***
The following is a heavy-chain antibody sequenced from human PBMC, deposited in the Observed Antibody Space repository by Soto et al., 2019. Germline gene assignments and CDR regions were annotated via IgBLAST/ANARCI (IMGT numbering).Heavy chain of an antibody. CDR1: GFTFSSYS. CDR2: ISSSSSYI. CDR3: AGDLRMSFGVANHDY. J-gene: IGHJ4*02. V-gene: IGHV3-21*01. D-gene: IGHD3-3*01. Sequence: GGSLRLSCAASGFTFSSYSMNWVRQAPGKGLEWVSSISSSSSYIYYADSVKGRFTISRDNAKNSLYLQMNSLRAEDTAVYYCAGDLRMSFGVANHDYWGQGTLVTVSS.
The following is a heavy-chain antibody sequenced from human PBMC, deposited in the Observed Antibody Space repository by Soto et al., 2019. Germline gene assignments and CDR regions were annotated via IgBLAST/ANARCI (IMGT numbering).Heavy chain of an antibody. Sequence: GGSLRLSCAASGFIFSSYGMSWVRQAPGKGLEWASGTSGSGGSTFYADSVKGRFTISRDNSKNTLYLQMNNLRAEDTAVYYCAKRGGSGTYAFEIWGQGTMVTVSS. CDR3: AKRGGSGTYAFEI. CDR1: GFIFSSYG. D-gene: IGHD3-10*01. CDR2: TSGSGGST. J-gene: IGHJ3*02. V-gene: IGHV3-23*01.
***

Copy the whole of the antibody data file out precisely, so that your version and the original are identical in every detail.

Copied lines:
The following is a heavy-chain antibody sequenced from human PBMC, deposited in the Observed Antibody Space repository by Soto et al., 2019. Germline gene assignments and CDR regions were annotated via IgBLAST/ANARCI (IMGT numbering).Heavy chain of an antibody. CDR1: GFTFSSYS. CDR2: ISSSSSYI. CDR3: AGDLRMSFGVANHDY. J-gene: IGHJ4*02. V-gene: IGHV3-21*01. D-gene: IGHD3-3*01. Sequence: GGSLRLSCAASGFTFSSYSMNWVRQAPGKGLEWVSSISSSSSYIYYADSVKGRFTISRDNAKNSLYLQMNSLRAEDTAVYYCAGDLRMSFGVANHDYWGQGTLVTVSS.
The following is a heavy-chain antibody sequenced from human PBMC, deposited in the Observed Antibody Space repository by Soto et al., 2019. Germline gene assignments and CDR regions were annotated via IgBLAST/ANARCI (IMGT numbering).Heavy chain of an antibody. Sequence: GGSLRLSCAASGFIFSSYGMSWVRQAPGKGLEWASGTSGSGGSTFYADSVKGRFTISRDNSKNTLYLQMNNLRAEDTAVYYCAKRGGSGTYAFEIWGQGTMVTVSS. CDR3: AKRGGSGTYAFEI. CDR1: GFIFSSYG. D-gene: IGHD3-10*01. CDR2: TSGSGGST. J-gene: IGHJ3*02. V-gene: IGHV3-23*01.